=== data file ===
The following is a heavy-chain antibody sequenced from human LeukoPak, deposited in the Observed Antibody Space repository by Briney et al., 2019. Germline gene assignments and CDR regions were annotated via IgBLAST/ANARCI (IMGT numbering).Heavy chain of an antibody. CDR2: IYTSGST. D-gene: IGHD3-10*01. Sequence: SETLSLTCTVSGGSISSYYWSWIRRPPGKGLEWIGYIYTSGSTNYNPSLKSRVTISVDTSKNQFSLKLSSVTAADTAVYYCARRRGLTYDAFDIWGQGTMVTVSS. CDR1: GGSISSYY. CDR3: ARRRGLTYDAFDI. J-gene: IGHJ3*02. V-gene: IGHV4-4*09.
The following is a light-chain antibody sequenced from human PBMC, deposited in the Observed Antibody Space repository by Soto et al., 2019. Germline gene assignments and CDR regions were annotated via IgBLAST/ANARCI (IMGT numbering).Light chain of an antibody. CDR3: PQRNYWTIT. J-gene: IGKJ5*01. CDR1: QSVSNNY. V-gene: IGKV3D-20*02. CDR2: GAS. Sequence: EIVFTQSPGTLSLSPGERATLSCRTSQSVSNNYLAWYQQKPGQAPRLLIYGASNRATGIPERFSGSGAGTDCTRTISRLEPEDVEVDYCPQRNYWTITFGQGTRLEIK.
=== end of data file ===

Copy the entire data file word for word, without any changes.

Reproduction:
The following is a heavy-chain antibody sequenced from human LeukoPak, deposited in the Observed Antibody Space repository by Briney et al., 2019. Germline gene assignments and CDR regions were annotated via IgBLAST/ANARCI (IMGT numbering).Heavy chain of an antibody. CDR2: IYTSGST. D-gene: IGHD3-10*01. Sequence: SETLSLTCTVSGGSISSYYWSWIRRPPGKGLEWIGYIYTSGSTNYNPSLKSRVTISVDTSKNQFSLKLSSVTAADTAVYYCARRRGLTYDAFDIWGQGTMVTVSS. CDR1: GGSISSYY. CDR3: ARRRGLTYDAFDI. J-gene: IGHJ3*02. V-gene: IGHV4-4*09.
The following is a light-chain antibody sequenced from human PBMC, deposited in the Observed Antibody Space repository by Soto et al., 2019. Germline gene assignments and CDR regions were annotated via IgBLAST/ANARCI (IMGT numbering).Light chain of an antibody. CDR3: PQRNYWTIT. J-gene: IGKJ5*01. CDR1: QSVSNNY. V-gene: IGKV3D-20*02. CDR2: GAS. Sequence: EIVFTQSPGTLSLSPGERATLSCRTSQSVSNNYLAWYQQKPGQAPRLLIYGASNRATGIPERFSGSGAGTDCTRTISRLEPEDVEVDYCPQRNYWTITFGQGTRLEIK.